Select all of the elements, right mouse click and select Align, Horizontal Center. label8

Once you’re satisfied with the layout, reorder the color sequence. In the Sequence window, select the first color, the frame. label9

Move it to the last position. The label is ready to be stitched! label10

On Wednesday, I’ll share the next steps – applying to the quilt.

I love how easy it is to customize a label in My Quilt Embellisher.


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Multi-Needle Monday: Automatic Appliqué on the Brother Entrepreneur and Baby Lock Enterprise

As owners of the Baby Lock Enterprise and Brother Entrepreneur, we are so fortunate to have the latest and greatest technology at their finger tips. We have the scanner and live camera along with automatic basting file (shown in an earlier blog for embroidering t-shirts) and another helpful, quick technique the automatic appliqué feature. The automatic appliqué can create any shape, text or embroidery design into an appliqué without using embroidery software. There is an icon on the screen to convert each design into an appliqué.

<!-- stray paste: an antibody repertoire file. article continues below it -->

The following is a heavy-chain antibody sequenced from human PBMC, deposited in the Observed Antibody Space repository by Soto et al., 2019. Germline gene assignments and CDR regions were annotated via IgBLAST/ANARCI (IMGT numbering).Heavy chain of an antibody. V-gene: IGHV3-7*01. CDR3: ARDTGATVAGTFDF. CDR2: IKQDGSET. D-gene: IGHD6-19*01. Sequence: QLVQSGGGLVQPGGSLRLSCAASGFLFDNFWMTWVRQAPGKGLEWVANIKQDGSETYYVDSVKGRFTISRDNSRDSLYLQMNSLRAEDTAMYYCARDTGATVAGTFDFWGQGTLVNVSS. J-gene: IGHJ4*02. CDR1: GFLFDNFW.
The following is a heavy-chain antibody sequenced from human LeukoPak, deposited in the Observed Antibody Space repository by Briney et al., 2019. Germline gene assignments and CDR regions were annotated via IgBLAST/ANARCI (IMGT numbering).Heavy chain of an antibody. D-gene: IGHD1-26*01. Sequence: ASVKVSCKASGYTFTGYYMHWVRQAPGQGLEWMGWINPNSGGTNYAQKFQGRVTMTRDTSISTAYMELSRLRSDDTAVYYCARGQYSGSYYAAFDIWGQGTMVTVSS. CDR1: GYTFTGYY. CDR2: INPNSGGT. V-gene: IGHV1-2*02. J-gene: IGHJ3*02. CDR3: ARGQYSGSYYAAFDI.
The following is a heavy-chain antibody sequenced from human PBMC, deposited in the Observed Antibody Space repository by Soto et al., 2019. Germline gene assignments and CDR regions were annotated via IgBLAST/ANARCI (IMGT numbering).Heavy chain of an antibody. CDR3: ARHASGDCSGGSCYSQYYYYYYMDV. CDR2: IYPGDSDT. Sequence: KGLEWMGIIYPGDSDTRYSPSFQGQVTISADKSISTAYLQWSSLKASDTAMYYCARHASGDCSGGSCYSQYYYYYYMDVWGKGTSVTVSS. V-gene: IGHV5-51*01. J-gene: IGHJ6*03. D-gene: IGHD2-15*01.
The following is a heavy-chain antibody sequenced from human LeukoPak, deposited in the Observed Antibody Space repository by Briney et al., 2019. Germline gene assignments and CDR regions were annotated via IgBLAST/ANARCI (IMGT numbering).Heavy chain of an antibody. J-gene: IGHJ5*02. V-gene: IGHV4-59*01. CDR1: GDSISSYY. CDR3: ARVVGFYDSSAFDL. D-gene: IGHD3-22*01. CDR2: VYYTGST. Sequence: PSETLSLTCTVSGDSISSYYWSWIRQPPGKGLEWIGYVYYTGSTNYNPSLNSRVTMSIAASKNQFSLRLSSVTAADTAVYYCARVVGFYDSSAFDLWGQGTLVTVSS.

I created a simple three-letter monogram inside a diamond shape design right at the embroidery screen; no embroidery software needed. The steps below will guide you how to create your own appliqué once a design, text or shape is shown on the screen.

Step 1. Select the shapes icon under Exclusives and choose the diamond shape.

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Resize the diamond shape to approximately 4″ wide or the size you wish to embroider and select Edit End. diamond mono3